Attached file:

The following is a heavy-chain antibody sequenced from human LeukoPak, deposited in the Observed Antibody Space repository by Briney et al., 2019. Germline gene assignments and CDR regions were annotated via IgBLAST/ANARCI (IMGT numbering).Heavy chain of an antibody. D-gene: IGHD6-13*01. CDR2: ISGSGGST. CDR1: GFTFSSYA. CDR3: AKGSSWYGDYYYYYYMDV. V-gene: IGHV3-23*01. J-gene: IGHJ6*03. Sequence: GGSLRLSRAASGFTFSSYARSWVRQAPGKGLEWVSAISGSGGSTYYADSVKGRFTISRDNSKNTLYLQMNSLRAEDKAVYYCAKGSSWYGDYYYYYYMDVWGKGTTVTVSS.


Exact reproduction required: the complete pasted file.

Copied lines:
The following is a heavy-chain antibody sequenced from human LeukoPak, deposited in the Observed Antibody Space repository by Briney et al., 2019. Germline gene assignments and CDR regions were annotated via IgBLAST/ANARCI (IMGT numbering).Heavy chain of an antibody. D-gene: IGHD6-13*01. CDR2: ISGSGGST. CDR1: GFTFSSYA. CDR3: AKGSSWYGDYYYYYYMDV. V-gene: IGHV3-23*01. J-gene: IGHJ6*03. Sequence: GGSLRLSRAASGFTFSSYARSWVRQAPGKGLEWVSAISGSGGSTYYADSVKGRFTISRDNSKNTLYLQMNSLRAEDKAVYYCAKGSSWYGDYYYYYYMDVWGKGTTVTVSS.